I began keeping milking records when my first cow, Blossom, started milking in September 2004. I milked her twice a day and would weigh her milk every morning and evening and record the weight on my paper chart.
My paper charts worked well, but I needed to add the daily totals at the end of every day and then the monthly totals at the end of every month--all by hand. Shortly after I discovered Microsoft Excel I spent a weekend programming a new milking chart that did all the math for me.
If you are milking a family cow--or a dozen on a small dairy--and want to keep daily milk records, I trust that my milking chart will be a handy resource for your farm.
The benefits of keeping milking records
The milking records that I keep for my cows is a handy resource, as I like looking back at previous years and never remember the details!
For example, one year I had a first-calf heifer that tried to dry herself off eight months after she calved. The next year she tried to dry herself off early again, and when I looked back at the my records from the previous year I noticed that there was a pattern. She was a funny cow that always tried to dry herself off eight months after she calved, and thanks to my milking charts I always knew to breed her back early.
One year I didn't get one of my first-calf heifers bred back right away, and when I finally dried her off seventeen months after her first calf was born I looked at my records and noticed that she was giving me about twenty pounds of milk a day when she first calved and was still giving me twelve pounds of milk a day when I dried her off.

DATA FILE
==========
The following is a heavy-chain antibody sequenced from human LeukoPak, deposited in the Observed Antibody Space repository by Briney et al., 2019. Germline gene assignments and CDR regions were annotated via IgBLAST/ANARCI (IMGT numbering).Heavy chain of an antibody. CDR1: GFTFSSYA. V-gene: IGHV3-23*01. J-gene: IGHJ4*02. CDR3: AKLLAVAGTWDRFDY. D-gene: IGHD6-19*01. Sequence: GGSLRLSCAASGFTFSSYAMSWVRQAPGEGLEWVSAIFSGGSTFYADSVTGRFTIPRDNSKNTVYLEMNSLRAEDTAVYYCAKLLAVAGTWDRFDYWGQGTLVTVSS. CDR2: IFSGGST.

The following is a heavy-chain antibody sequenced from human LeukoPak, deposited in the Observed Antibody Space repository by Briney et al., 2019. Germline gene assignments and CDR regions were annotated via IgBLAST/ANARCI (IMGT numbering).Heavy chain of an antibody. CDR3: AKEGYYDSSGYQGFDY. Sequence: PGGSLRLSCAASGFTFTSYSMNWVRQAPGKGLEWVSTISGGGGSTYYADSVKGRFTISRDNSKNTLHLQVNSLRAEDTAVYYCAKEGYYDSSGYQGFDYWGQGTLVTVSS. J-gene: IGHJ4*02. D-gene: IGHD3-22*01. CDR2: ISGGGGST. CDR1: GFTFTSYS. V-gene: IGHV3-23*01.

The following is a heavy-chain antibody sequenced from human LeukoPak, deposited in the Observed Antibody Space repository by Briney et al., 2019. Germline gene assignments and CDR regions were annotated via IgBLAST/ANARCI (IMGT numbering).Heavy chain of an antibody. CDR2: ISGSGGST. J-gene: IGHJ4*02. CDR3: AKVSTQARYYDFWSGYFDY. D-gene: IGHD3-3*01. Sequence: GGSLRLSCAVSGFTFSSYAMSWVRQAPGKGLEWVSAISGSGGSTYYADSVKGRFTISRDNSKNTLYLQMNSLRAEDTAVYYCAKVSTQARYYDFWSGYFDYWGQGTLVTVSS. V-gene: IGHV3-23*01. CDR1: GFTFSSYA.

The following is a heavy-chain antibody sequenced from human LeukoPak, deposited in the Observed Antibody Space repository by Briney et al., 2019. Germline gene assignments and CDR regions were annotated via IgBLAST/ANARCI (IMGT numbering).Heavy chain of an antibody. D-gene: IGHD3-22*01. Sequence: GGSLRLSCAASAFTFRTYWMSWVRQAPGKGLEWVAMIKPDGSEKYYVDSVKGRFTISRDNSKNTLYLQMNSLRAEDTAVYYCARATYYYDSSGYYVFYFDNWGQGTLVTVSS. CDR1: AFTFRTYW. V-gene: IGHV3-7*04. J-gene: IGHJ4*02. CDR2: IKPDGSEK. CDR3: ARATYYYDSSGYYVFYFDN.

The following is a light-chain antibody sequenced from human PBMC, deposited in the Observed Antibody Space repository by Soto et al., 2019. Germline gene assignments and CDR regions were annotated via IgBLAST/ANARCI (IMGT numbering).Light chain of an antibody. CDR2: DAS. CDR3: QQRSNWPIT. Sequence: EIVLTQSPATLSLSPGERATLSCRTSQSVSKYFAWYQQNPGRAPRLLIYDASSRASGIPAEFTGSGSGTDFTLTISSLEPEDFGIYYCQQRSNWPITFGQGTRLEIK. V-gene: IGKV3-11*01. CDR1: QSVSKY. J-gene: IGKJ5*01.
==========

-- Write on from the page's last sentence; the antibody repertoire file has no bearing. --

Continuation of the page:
Recording your weights
This milking chart was created in Microsoft Excel 2010, and will work with Excel 2007 and newer programs.
There is one sheet per year, and this milking chart will keep your going for eight years (2016 to 2023).
There are four rows per month: one for the morning milking; one for the noon milking (for fresh cows or cows that are being dried off), and one for the evening milking. The fourth row is for the daily total, which adds any weights that you've entered for that day.
The milking chart is programmed for recording pounds and ounces because weighing milk is more accurate than measuring it. (And yes, before you ask, I am a Canadian...but the weigh scale that I inherited from my grandparents is not metric!)
If you are looking to buy a weigh scale, I'd recommend the 7750 Digital Hanging Scale from Pelouze.
If buying a scale is outside of your budget, no worries; you can convert your volumes to weights, keeping in mind that one gallon of milk weighs about 8.6 pounds.
How to add additional sheets to your workbook
If your cow is still milking in 2024 and beyond, you can add additional sheets to your workbook. I highly recommend that you create a new sheet for 2024 before you begin filling in the 2023 sheet, because copying the sheet will copy all the weights that you've entered as well. But if you've already entered weights before you copy the sheet, no worries; you can delete all the 2023 weights from the 2024 sheet after you've created it.
To create a new sheet, right-click on the 2023 tab and then left-click on 'Move or Copy'. Scroll down to the bottom of the 'Before Sheet' box, left-click on '(move to end)', tick the 'Create a Copy' box, and then click on the 'Okay' button.
After your new sheet is created, right-click on the new tab, left-click on 'Rename', type in the desired year, and hit the 'Enter' key on your keyboard. Congratulations! You've created a new sheet in your workbook.
Leave a comment below to share where in the world you farm and what breeds you raise. I'd love to 'meet' you and your girls!
I love to share stories and tips from living on my farm in Enderby where I raise Jersey cows and Nubian goats and make cheese. I work part time at the Enderby Museum, and enjoy reffing minor hockey, teaching cheese making workshops, and reading. Click here to read my bio.